The Ancient Egypt Sleepover

Mo has won a very special prize: an Ancient Egypt sleepover in a museum. However, he has no clue how dangerous it will turn out to be. With a mystery to solve, hieroglyphic codes to crack and priceless treasure to save, one thing is for sure: Mo will not be getting any sleep tonight!

Imprint: Caboodle Books
Cover Artists:
Reviews:Caroline Lawrence wrote:

Exciting, funny and clever. I read it in one gulp!

Dan Harknett, teacher, wrote:

Educational and utterly engaging. Perfect for Key Stage 2 classes studying Ancient Egypt

Scott Evans, the Reacher Teacher, wrote:

I can see The Ancient Egypt Sleepover being a brilliant book to use in the classroom when learning about Ancient Egypt

Paul Watson wrote:

Finding good books linked to the ancient civilizations is much harder than you think…This is a perfect read for Years 3 and 4

Emma Suffield wrote:

What a wonderful book. It reminded me of the film The Night at the Museum but it is even better! Full of facts about Ancient Egypt, this book is not only educational but funny, clever and full of mystery, and is perfect for any budding detectives out there, especially those who love museums and anything to do with Egypt/Egyptians

Books for Topics wrote:

The Ancient Egypt Sleepover is a fast-paced, easy read adventure story that is bound to engage any reader interested in history and museums, especially those who would love the opportunity to sleep in a museum overnight!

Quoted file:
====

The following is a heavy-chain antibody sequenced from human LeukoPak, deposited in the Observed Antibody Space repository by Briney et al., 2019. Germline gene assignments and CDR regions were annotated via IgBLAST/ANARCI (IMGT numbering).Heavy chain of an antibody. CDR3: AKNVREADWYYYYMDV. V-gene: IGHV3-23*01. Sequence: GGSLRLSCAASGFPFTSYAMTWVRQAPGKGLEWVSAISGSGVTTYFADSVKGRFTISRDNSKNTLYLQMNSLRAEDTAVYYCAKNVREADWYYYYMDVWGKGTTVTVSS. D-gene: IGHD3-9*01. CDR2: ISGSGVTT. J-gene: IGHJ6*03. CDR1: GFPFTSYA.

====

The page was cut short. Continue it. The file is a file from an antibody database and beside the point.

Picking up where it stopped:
Downloads for Teachers

Teaching Notes for The Ancient Egypt Sleepover: Download PDF

'Teach Primary' book topic on The Ancient Egypt Sleepover: Download PDF

The Story Behind the Book

My dreams of Ancient Egypt began at a young age. I grew up hearing stories about my nine-greats-grandfather Carsten Niebuhr, a mapmaker on the 1792 Danish expedition to Arabia Felix. Niebuhr spent a year in and around Cairo, exploring ancient ruins and transcribing the hieroglyphic inscriptions on tombs and obelisks. He never understood the mysterious symbols but his notebooks provided raw material for scholars who would later crack the hieroglyphic code. As a romantically inclined eight-year-old, I dreamed of one day roaming in deserts, exploring Nubian cities and studying ancient codes by flickering lamplight.

Thirty-five years later, the opportunity arose to visit Egypt as a jobbing author, thanks to Authors Abroad. I was invited to Cairo American College for a four-day programme of talks and creative writing workshops. Time did not allow for a trip to the Valley of the Kings in Upper Egypt, so like my ancestor the mapmaker I stayed put in Cairo and saw what I could there. I walked around the pyramids and goggled at the sphinx, my inner eight-year-old delirious with pleasure.

I returned from Cairo to London obsessed with all things ancient and Egyptian. I learned to read hieroglyphs and began to haunt the British Museum like a very tall, notebook-wielding spectre. I discovered that the museum occasionally hosts sleepovers in its Ancient Egyptian sculpture gallery, a thrilling opportunity for children and an absolute gift to an author of adventure fiction.

The idea dawned slowly. What if the Grand Egyptian Museum loaned the tomb treasures of King Tutankhamun to the British Museum for a once-in-a-lifetime exhibition, and what if they held a special sleepover to celebrate the opening of the exhibition, and what if the sleepover went suddenly and disastrously wrong?

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